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Christoph von Graffenried

Christoph von Graffenried, born November 15, 1661,in the town of Worb in the Canton of Bern, Switzerland, lead the group of combined Germans from the Palatine region and Swiss immigrants who founded the settlement of New Bern, North Carolina, in 1710. Graffenried met John Lawson in London in 1709 when Lawson was, among other things, having his A New Voyage to Carolina published. Also while in London, the Lords Proprietors of Carolina gave Graffenried his title of Baron of Bernberg, the settlement he was to found. Graffenried’s settlement had great difficulties in its first years, not the least of which were tensions with the Tuscarora Indians of the Neuse River region. During the summer of 1711, Graffenried along with Lawson took a trip up the Neuse to gather grapes and to look for the source of the river. On this trip, Graffenried and Lawson were taken captive—Graffenried was released but Lawson was killed.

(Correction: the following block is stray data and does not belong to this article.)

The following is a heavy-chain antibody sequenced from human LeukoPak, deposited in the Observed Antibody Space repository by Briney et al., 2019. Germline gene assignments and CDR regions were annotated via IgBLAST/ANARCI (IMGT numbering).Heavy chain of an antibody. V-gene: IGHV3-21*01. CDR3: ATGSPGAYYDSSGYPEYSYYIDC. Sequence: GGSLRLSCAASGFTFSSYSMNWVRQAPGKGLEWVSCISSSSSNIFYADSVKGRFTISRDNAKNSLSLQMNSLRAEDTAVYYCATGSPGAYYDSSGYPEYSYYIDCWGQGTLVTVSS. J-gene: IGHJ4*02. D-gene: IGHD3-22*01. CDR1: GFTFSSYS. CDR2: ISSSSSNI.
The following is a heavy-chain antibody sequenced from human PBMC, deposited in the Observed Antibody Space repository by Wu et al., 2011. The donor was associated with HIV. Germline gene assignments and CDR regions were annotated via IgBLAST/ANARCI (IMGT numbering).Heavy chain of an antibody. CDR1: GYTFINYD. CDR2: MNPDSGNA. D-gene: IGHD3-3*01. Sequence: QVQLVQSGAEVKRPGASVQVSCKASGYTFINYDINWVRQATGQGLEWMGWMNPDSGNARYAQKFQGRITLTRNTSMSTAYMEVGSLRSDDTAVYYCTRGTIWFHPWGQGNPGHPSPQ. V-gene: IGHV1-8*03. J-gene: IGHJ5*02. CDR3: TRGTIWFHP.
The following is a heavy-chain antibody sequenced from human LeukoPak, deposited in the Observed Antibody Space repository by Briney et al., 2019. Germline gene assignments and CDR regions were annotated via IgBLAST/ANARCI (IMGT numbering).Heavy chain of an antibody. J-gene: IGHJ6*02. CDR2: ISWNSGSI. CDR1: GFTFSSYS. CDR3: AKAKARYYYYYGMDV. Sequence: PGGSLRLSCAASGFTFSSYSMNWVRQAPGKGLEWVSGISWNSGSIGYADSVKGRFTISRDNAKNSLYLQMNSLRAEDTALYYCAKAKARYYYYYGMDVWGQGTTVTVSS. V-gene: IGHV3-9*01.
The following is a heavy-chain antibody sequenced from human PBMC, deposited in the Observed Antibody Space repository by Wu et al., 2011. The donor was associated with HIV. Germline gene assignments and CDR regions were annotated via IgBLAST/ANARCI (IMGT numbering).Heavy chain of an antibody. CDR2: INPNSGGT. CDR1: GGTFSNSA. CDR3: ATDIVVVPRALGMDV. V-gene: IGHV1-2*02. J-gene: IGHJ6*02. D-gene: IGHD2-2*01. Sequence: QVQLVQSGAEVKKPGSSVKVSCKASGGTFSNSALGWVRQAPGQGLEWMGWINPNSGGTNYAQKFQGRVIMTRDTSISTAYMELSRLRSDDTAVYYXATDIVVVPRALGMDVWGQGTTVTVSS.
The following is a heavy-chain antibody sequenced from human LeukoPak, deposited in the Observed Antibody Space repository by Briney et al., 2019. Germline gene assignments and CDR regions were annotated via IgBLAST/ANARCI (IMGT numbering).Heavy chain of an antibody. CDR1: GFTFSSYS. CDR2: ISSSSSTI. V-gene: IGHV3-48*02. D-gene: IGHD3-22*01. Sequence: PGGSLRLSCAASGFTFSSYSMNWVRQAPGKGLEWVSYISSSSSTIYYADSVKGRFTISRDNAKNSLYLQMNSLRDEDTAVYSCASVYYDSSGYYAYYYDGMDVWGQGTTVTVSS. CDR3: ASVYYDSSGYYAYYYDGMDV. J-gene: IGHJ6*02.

After he returned to Bern in 1714, Graffenried wrote his "Relation", in which he also included several other documents, among them the letter he had written to the governor of the provinces of North Carolina, Edward Hyde, following his release from captivity. Of particular interest in Graffenried’s "Relation" for those studying Lawson are his description of Lawson as a money grubbing land speculator who puts Graffenried’s settlers on land he owns rather than on available better lands (226) as well as Graffenried’s description of Lawson being the cause of his own death because of his quarrelsome personality (266-69). How to take these judgments of Lawson is uncertain because Graffenried is writing as a man in "embarrassed" circumstances—he returned to Bern penniless and owing a great deal of money to people in America. His "Relation" is predominantly an apology to explain why his settlement failed under his leadership.

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